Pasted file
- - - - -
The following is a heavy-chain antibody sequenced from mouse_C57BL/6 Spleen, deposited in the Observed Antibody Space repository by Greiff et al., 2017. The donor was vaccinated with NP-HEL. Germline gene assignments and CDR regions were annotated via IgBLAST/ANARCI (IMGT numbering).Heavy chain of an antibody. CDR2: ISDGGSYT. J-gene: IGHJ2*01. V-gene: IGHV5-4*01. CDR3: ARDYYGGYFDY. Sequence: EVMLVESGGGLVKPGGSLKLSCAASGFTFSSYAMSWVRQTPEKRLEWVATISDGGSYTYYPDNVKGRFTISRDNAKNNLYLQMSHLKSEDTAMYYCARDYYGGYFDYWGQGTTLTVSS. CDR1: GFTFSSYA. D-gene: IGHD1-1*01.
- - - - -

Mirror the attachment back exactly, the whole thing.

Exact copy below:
The following is a heavy-chain antibody sequenced from mouse_C57BL/6 Spleen, deposited in the Observed Antibody Space repository by Greiff et al., 2017. The donor was vaccinated with NP-HEL. Germline gene assignments and CDR regions were annotated via IgBLAST/ANARCI (IMGT numbering).Heavy chain of an antibody. CDR2: ISDGGSYT. J-gene: IGHJ2*01. V-gene: IGHV5-4*01. CDR3: ARDYYGGYFDY. Sequence: EVMLVESGGGLVKPGGSLKLSCAASGFTFSSYAMSWVRQTPEKRLEWVATISDGGSYTYYPDNVKGRFTISRDNAKNNLYLQMSHLKSEDTAMYYCARDYYGGYFDYWGQGTTLTVSS. CDR1: GFTFSSYA. D-gene: IGHD1-1*01.